Germany to cut troop numbers in Afghan region

2nd November 2005, Comments 0 comments

2 November 2005, BERLIN - Germany plans to cut the number of combat troops it can deploy in and around Afghanistan while extending their mandate for a further year, a defence ministry spokesman said Wednesday.

2 November 2005

BERLIN - Germany plans to cut the number of combat troops it can deploy in and around Afghanistan while extending their mandate for a further year, a defence ministry spokesman said Wednesday.

Germany's maximum troop strength as part of the U.S.-led Operation Enduring Freedom will be reduced to 2,800 from the present ceiling of 3,100 soldiers, said the spokesman.

The decision is partly academic because Berlin has only had 500 troops serving under the mandate in recent times.

The forces serve in the Afghan combat theatre including the Horn of Africa region. Members of Germany's elite KSK forces are involved in combat operations in Afghanistan with U.S. troops - but their numbers and activities are kept strictly secret.

"This is not a sign of a lower engagement which would be a totally false signal," said the spokesman, adding that troop reduction was because Berlin was temporarily recalling ageing naval surveillance planes prior to delivery of more modern replacements.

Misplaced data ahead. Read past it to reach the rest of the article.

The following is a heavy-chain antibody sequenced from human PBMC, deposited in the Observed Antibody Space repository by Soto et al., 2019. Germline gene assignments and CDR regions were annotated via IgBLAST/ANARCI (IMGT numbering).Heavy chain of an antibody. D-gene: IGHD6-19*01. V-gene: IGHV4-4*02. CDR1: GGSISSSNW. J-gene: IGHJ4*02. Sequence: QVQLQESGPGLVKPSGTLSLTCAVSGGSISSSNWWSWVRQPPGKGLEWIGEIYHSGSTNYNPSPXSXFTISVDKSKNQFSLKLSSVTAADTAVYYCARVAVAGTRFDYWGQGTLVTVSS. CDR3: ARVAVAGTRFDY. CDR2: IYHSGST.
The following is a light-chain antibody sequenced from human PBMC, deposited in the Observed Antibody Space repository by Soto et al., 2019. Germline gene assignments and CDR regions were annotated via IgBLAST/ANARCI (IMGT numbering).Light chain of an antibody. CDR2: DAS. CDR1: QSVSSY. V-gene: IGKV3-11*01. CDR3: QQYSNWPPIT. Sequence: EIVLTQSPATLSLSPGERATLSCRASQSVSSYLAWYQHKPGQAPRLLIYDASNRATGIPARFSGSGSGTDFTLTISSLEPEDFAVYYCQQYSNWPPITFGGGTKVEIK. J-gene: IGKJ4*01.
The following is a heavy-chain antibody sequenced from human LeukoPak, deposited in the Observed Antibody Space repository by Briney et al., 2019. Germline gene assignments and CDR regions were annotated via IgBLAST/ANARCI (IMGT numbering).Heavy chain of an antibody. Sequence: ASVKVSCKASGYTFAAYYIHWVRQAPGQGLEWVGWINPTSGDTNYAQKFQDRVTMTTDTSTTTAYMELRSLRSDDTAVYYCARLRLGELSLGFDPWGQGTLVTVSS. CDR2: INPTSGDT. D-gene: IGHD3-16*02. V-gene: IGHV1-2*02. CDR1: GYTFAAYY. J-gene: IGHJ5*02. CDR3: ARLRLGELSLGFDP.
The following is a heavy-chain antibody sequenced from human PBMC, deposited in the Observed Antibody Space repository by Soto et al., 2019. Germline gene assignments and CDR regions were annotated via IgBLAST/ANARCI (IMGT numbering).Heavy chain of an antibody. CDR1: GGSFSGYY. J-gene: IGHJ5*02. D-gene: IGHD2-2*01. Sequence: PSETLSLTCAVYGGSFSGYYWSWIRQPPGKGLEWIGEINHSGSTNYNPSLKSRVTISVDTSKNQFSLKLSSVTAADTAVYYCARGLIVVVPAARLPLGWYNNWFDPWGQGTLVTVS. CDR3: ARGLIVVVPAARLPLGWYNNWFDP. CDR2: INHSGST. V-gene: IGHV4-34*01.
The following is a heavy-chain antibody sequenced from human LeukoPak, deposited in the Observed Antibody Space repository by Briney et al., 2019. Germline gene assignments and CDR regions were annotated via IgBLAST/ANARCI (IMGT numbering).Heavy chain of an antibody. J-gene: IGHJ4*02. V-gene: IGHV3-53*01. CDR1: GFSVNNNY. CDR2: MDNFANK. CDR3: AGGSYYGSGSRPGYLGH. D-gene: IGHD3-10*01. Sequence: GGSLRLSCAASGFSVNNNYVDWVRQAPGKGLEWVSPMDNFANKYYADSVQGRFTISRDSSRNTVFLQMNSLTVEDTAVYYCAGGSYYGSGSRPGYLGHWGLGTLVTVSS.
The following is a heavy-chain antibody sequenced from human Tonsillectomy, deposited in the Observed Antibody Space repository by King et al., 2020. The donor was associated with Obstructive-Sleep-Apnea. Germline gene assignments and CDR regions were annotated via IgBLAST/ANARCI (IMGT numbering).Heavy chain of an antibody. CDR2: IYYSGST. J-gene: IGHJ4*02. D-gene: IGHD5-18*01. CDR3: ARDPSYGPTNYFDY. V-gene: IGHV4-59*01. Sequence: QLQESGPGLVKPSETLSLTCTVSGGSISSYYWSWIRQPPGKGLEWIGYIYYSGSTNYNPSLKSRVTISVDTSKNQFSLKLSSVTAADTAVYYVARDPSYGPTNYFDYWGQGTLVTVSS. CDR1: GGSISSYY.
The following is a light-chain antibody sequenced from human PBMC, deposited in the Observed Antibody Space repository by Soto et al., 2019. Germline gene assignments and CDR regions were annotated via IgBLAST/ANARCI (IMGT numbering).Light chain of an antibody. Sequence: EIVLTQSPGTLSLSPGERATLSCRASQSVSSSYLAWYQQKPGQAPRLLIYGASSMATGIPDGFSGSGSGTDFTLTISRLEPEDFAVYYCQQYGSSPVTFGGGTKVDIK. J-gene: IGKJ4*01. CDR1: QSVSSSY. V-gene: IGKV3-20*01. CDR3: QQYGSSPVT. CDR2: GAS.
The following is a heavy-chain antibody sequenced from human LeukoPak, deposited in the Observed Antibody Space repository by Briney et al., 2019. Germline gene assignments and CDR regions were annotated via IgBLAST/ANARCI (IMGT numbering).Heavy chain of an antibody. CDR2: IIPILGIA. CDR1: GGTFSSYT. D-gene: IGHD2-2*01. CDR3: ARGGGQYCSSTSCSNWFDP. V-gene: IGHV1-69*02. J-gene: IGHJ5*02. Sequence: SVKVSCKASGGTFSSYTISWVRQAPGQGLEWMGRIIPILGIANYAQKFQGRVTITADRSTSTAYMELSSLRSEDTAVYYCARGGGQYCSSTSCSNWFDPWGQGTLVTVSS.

Parliament is expected to overwhelmingly approve extending the mandate in a November 8 vote. The current mandate expires November 15.

Germany has a further 2,250 peacekeeping troops with the NATO-led International Security Assistance Force (ISAF) in Afghanistan which it plans to raise to 3,000.

About 12,000 ISAF soldiers are operating mainly around Kabul, as well as in the relatively peaceful north and west of Afghanistan.

The United States has some 18,000 troops in Afghanistan under Enduring Freedom and has called on ISAF to expand its operations so that the U.S. forces can be partially withdrawn.

A total of 17 German soldiers have been killed in Afghanistan since 2001 and 22 have been wounded in attacks, officials said.

DPA

Subject: German news

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